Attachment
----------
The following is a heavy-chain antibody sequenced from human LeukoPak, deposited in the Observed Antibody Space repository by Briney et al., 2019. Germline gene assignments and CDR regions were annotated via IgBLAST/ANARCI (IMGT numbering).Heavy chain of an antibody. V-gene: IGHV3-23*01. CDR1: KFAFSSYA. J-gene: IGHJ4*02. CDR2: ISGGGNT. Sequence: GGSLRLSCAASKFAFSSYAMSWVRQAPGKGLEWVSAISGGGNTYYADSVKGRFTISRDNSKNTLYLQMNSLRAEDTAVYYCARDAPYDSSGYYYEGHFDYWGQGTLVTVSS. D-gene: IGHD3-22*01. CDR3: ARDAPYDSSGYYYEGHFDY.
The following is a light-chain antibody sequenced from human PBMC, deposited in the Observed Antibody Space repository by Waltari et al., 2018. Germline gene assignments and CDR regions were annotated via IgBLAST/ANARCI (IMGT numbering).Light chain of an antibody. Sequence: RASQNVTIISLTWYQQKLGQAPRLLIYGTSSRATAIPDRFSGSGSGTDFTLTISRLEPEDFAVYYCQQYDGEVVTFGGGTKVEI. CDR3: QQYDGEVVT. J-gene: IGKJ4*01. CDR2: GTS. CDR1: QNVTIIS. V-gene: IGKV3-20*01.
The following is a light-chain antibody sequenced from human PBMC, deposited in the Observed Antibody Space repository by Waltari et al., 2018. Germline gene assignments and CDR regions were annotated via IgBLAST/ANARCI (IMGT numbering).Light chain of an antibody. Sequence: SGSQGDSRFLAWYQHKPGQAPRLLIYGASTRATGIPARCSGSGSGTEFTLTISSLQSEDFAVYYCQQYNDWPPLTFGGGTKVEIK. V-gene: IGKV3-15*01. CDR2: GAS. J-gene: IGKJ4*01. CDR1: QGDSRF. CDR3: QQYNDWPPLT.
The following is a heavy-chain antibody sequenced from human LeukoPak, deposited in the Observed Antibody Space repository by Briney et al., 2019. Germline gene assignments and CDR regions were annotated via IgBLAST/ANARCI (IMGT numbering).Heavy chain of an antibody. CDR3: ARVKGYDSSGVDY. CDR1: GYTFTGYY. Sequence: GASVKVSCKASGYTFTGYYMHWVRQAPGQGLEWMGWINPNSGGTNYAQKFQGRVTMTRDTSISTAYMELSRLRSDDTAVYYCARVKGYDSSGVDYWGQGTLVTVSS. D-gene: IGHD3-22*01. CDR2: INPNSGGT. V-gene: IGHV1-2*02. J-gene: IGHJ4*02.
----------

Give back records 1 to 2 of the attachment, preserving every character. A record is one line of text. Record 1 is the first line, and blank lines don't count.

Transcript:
The following is a heavy-chain antibody sequenced from human LeukoPak, deposited in the Observed Antibody Space repository by Briney et al., 2019. Germline gene assignments and CDR regions were annotated via IgBLAST/ANARCI (IMGT numbering).Heavy chain of an antibody. V-gene: IGHV3-23*01. CDR1: KFAFSSYA. J-gene: IGHJ4*02. CDR2: ISGGGNT. Sequence: GGSLRLSCAASKFAFSSYAMSWVRQAPGKGLEWVSAISGGGNTYYADSVKGRFTISRDNSKNTLYLQMNSLRAEDTAVYYCARDAPYDSSGYYYEGHFDYWGQGTLVTVSS. D-gene: IGHD3-22*01. CDR3: ARDAPYDSSGYYYEGHFDY.
The following is a light-chain antibody sequenced from human PBMC, deposited in the Observed Antibody Space repository by Waltari et al., 2018. Germline gene assignments and CDR regions were annotated via IgBLAST/ANARCI (IMGT numbering).Light chain of an antibody. Sequence: RASQNVTIISLTWYQQKLGQAPRLLIYGTSSRATAIPDRFSGSGSGTDFTLTISRLEPEDFAVYYCQQYDGEVVTFGGGTKVEI. CDR3: QQYDGEVVT. J-gene: IGKJ4*01. CDR2: GTS. CDR1: QNVTIIS. V-gene: IGKV3-20*01.